Why are Afghans Celebrating Independence Day?
By Nemat Sadat -
One of the biggest myths in Afghanistan’s modern history is the idea that Afghans gained independence from a foreign power. Indeed, Afghanistan first entered the Westphalian system as a modern nation when it became a unified state in 1747. Since Afghanistan’s inception, Afghans have trumped all attempts of colonial intervention. Afghanistan fought three major wars with British Raj in India and in each battle Afghans triumphed to protect their national autonomy. While Pax Britannica’s dominance as a world power stretched the globe, Afghanistan was never occupied by the British. So what exactly are Afghans celebrating today in a tradition that began ninety-four years ago?
August 19 marks the day to commemorate the Anglo-Afghan Treaty of 1919 which allowed Afghanistan the opportunity to freely exercise its own foreign relations with the rest of the world. After the third successive defeat of the British, which coincided with the decline of the hegemon, there was no other choice than to negotiate a settlement with the Afghan regime in Kabul. It was after the second Anglo-Afghan War that the British were given control of Afghanistan’s foreign affairs in exchange for protection against Russian and Persian intrusion into Afghanistan’s domestic affairs. But the British backed down on their own promise when they continued to escalate hostilities and waged another war against Afghanistan. So the question remains, why must Afghans celebrate Independence Day just to please the crushed ego of a British emporium?
It appears that the whole notion of an Afghan Independence Day is a historical lie that continues to be perpetuated by those who manipulated the facts. “Although I do like to celebrate the fact that Afghanistan is an independent nation, there is no specific date at which Afghanistan became independent,” says Mushtaq S, an undergraduate student at the American University of Afghanistan.
It is an undoubted truth that Afghanistan is one of only three countries in the world (along with China and Ethiopia) to have neither been a colonial power nor colonized. In blood and treasure, the ancestors of Afghanistan suffered huge losses to remain a fiercely independent and a unified nation. Recognizing and respecting the integrity of our ancestors who resisted foreign domination, Afghans should as a courtesy consider ceasing the celebration of the August 19 holiday that has been dubiously and wrongfully imposed on them following the Third Anglo-Afghan War. There are several ways Afghans can take a stand. For starters, they could boycott the military parade and air shows planned in various cities across Afghanistan and save the fireworks for another festive occasion. The Afghan government must rewrite history in a manner that boosts the self-image of Afghans to accurately reflect historic facts. Confusing the masses is no longer acceptable in a world where access to information provides us firsthand knowledge to the truth.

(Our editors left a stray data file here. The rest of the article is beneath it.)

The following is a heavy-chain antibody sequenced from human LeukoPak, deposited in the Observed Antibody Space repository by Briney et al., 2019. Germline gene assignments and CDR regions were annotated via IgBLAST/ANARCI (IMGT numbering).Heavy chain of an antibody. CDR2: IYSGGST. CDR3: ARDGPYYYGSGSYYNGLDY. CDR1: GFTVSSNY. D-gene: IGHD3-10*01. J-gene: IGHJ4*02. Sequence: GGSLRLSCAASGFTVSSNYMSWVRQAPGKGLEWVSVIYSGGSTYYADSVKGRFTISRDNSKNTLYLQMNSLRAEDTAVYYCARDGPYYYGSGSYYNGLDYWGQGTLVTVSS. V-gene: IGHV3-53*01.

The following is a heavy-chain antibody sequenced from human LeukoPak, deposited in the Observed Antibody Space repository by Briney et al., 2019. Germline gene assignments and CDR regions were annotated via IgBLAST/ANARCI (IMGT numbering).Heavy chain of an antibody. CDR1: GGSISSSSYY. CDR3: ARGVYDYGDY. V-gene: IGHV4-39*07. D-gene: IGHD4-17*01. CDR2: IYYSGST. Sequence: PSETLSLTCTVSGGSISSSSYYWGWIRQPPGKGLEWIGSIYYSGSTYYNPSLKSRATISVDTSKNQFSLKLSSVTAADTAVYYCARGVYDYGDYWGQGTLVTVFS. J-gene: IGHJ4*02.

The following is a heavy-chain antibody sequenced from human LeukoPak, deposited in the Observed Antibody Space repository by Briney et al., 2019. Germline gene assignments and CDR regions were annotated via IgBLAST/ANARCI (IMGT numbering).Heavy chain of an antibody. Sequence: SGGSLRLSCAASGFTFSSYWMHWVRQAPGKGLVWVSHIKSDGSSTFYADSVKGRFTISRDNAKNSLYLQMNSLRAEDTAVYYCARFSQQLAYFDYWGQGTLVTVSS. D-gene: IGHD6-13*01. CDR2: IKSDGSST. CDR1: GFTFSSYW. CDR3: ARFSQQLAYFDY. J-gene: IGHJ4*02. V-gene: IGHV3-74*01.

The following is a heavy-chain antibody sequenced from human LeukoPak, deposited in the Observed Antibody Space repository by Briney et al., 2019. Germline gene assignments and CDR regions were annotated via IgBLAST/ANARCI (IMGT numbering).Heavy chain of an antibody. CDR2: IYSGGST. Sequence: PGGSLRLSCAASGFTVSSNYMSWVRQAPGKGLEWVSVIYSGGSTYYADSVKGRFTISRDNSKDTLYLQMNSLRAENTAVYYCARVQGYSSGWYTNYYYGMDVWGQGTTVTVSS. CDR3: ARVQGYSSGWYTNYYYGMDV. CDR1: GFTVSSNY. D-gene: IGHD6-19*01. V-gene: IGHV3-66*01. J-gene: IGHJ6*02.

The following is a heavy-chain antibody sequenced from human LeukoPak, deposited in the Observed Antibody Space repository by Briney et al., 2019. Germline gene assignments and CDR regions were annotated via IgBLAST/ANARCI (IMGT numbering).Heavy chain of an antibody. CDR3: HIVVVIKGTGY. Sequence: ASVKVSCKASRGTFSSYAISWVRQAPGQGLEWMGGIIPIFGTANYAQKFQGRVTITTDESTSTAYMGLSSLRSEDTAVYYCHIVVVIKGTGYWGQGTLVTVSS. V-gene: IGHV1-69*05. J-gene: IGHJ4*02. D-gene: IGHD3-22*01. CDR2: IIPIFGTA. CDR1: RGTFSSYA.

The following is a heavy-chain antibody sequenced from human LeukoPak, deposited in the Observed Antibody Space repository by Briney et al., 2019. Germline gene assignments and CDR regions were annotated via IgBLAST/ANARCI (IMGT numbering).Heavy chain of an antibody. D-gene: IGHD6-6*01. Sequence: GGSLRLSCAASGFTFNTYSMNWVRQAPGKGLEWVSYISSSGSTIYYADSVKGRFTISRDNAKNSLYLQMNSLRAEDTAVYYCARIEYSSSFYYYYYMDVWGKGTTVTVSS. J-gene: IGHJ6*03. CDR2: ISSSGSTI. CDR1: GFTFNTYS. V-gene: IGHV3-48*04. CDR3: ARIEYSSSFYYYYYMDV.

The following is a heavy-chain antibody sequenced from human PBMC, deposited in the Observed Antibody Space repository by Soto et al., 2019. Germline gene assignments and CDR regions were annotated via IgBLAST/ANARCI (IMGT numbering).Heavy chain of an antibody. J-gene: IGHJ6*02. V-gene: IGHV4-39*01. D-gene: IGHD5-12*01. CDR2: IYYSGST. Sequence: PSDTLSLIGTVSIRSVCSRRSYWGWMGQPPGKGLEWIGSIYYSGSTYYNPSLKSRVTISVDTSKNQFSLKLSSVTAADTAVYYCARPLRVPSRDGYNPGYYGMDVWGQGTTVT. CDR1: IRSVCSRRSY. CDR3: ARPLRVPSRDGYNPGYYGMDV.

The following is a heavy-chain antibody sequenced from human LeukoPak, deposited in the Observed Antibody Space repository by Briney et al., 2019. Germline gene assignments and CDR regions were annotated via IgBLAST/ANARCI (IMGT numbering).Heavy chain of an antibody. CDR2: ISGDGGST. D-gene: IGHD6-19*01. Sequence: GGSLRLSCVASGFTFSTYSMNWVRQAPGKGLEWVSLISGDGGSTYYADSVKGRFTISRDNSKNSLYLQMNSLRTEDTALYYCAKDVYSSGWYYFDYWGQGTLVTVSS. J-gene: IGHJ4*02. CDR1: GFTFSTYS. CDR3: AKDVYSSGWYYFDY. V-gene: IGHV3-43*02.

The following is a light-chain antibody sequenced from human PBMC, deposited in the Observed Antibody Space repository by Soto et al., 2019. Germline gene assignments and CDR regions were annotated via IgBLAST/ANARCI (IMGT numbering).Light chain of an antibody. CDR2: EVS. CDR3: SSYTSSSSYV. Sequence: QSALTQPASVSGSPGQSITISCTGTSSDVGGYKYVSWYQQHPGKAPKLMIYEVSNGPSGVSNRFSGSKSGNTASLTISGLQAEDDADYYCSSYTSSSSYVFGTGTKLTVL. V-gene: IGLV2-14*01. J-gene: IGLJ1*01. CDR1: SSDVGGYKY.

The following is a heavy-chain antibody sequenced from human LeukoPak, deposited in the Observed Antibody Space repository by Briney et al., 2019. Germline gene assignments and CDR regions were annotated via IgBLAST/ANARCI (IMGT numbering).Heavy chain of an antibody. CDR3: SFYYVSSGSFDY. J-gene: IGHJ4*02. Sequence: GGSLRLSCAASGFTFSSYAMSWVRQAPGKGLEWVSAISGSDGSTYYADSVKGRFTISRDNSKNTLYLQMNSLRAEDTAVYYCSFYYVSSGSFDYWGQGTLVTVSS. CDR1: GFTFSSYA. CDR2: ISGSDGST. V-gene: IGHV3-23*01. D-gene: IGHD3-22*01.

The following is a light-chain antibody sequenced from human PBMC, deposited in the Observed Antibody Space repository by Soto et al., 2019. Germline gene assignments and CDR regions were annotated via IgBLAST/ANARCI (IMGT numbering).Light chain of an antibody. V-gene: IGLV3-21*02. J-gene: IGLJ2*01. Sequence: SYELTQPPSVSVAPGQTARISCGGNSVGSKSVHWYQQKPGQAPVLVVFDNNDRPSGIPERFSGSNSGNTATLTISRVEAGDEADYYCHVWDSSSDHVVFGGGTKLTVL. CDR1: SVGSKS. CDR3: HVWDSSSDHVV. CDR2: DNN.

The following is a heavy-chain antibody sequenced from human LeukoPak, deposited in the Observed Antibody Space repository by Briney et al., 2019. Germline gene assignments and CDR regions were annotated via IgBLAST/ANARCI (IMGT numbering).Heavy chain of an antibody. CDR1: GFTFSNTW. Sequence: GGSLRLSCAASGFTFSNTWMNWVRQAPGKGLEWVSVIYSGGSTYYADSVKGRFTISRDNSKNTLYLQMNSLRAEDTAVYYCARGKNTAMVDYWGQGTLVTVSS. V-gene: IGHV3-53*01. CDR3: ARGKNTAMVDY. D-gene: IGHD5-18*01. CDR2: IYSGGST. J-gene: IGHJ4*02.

As the ancient adage goes, “History is always written by the victors.” In the context of Afghanistan, the Afghans were the victors who protected their territoriality and thrice defeated British subjugation. At the very least, they deserve to be given the dignity they deserve and the right to have their cultural heritage protected and restored.
Nemat Sadat is an aspiring novelist and a frequent contributor on Huff Post Live. He is a former Professor of Political Science at the American University of Afghanistan and has worked at ABC News, CNN and the United Nations. He can be followed on Twitter @nematsadat. The views expressed here are his own.
Clamp Down Post-2014 Expectations: How Should President Obama & President Karzai Sell Their Post-2014 Strategy?
By: Atta Nasib
— The current negotiations between the U.S. and Afghanistan for a security agreement that would outline terms of the American follow-on presence provide an opportunity to ratchet down the rhetoric and settle on provisions that might strengthen public confidence on both sides for an ongoing relationship.
Afghan President Hamid Karzai is scheduled to meet with President Obama in Washington this week. This visit has fuelled speculation over whether and how the White House might finally outline a more coherent strategy to end the war in Afghanistan and support its fledgling democracy for the foreseeable future.
No matter what kind of plan emerges, the wave of public optimism or pessimism in Afghanistan and the U.S. will rest mainly on the way the two nations’ leaders frame and subsequently sell the plan.